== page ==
Hall of Fame coach, NFL media icon mourned
NEW YORK — John Madden was larger than life. He was everywhere.
Atlanta Falcons quarterback Matt Ryan fondly remembers Madden, who died Tuesday at age 85, bringing his trademark “Boom!” phrase to the advertising world.
“He was the man with the cure for athlete’s foot, man. It was the ‘Boom, Tough Actin’ Tinactin’,” Ryan told reporters Wednesday.
NFL great and Fox broadcaster Troy Aikman mostly remembers the man.
“John Madden was a treasure. He was a gift. And he was an incredible friend,” Aikman tweeted.
And while younger generations mostly associated the word “Madden” with the famous NFL video game, Giants coach Joe Judge explained Madden’s NFL legacy as a great Raiders coach to his Giants players on Wednesday morning.
“I have two young sons, they play the Madden football game all the time, as do a lot of our players, and you have to educate them sometimes,” Judge said. “They don’t really realize who the guy was, how accomplished a coach he was, how he really changed a lot of the broadcasting. But then even more important as I talked to the players this morning, the impact he had on the game by really the compassion and care he had for the players.”
“It was looking after his own players when they were done playing,” Judge added, “and the impact he’s had pushing around the league for different rules being changed and things to take into consideration with the healthcare of players, and taking care of the older players with benefits. The things that he’s done for the players that sat in the seats looking at us today — really his greatest impact was for the players on the field when he was already off the field himself.”
To Judge’s point, Buccaneers corner Richard Sherman paid homage to Madden by posting a photo of himself on the cover of the Madden game when he was dominating with the Seattle Seahawks.
“R.I.P. to John Madden,” Sherman wrote. “It was one of my greatest honors to grace the cover of your video game. Thank you for the years of joy and motivation.”
Retired legend Peyton Manning, however, summarized just how revered Madden was and how influential he was in the game.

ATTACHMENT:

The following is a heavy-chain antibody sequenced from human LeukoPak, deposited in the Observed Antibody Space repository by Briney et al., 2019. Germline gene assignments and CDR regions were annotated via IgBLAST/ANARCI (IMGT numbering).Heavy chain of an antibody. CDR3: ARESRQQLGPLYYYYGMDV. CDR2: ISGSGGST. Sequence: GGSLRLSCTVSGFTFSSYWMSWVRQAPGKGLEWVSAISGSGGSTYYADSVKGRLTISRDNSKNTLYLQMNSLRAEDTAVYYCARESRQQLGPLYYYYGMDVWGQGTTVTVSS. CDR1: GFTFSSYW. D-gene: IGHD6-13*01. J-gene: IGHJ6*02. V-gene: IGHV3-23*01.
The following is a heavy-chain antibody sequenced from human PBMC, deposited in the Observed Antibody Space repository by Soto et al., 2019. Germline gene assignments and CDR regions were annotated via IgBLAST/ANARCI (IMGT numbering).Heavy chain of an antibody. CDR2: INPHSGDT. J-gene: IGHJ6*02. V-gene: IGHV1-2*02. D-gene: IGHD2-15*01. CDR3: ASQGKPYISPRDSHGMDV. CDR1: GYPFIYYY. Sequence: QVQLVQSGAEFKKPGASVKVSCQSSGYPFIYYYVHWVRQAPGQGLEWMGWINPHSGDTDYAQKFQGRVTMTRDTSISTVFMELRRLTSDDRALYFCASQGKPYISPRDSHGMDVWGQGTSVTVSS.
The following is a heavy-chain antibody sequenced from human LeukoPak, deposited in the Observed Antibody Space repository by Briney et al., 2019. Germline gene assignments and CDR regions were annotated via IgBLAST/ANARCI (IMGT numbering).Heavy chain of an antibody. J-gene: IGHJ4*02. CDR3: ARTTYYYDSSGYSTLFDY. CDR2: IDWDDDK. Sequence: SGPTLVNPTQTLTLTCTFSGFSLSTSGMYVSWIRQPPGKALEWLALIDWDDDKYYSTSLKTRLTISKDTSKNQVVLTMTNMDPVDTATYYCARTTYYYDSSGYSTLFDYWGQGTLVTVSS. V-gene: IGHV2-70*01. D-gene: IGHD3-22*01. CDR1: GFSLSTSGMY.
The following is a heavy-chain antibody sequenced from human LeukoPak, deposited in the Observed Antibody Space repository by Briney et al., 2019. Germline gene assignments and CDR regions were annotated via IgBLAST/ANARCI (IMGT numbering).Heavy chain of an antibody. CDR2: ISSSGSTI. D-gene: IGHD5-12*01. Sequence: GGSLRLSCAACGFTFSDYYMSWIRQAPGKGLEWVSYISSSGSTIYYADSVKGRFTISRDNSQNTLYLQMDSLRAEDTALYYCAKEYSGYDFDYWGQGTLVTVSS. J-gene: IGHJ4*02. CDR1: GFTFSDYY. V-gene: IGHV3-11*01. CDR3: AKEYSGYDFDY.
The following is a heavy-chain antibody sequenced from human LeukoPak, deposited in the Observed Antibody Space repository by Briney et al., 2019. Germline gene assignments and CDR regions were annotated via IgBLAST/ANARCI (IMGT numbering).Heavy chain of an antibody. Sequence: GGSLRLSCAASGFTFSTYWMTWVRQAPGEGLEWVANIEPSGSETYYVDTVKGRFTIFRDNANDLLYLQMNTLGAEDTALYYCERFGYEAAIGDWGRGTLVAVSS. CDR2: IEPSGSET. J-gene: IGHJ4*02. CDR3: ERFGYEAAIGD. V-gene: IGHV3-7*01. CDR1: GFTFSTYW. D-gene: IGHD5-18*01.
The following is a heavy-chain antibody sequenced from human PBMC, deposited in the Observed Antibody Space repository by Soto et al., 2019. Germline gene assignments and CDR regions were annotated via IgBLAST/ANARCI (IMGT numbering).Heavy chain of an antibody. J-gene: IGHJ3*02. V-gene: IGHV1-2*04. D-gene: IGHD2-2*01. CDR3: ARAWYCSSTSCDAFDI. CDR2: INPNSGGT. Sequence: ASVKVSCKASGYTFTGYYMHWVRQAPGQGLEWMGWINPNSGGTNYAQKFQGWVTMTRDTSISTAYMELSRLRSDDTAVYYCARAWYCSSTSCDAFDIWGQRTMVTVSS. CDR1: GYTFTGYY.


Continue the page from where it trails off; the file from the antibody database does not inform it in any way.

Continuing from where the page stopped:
“My grandfather always loved John Madden,” Manning wrote in a statement. “My rookie year, he was always asking if Madden and Summerall were going to broadcast one of the Colts games. I said ‘Pa-Pa, the Colts are 2-8 and we are playing the Bengals who are 3-7. Madden and Summerall don’t do those games.’”
But the next year, when the Colts beat the Dallas Cowboys, Madden and Summerall were on the call.
“My grandfather was so excited,” Manning said. “We won the game that day, and John Madden said, ‘the Colts are on their way.’ It’s one thing for a fan to say the Colts are on their way. When John Madden says that, that meant something.”
Judge channeled Madden’s appreciation for the game on Wednesday to motivate his team, it seemed, to keep their feet on the gas these last two weeks even though they’ve been eliminated from the playoffs.
“The expectations and the competitiveness, that
doesn’t change,” Judge said. “We’re not negotiating or compromising our standards around here. Every game is important, it’s the National Football League. We all lost John Madden last night. One thing John Madden was great about, when you really sit back and you listen to some of the things that he said throughout his career, he talked about the importance of every game and every opportunity in the National Football League, and the value of the opportunity that we have to coach or play in this league.”
“None of that should be taken for granted,” Judge said. “I hear people all the time say ‘meaningless games.’ What is a meaningless game? Everyone here has worked very hard to be in this position, to play or coach in this league. We’re only guaranteed or promised so many games a year. It’s a privilege to have the opportunity to go out here and compete. There’s no such thing as a meaningless game. There’s wasted effort, there’s wasted preparation, but there are no meaningless games.”
Boom. He’s got that right.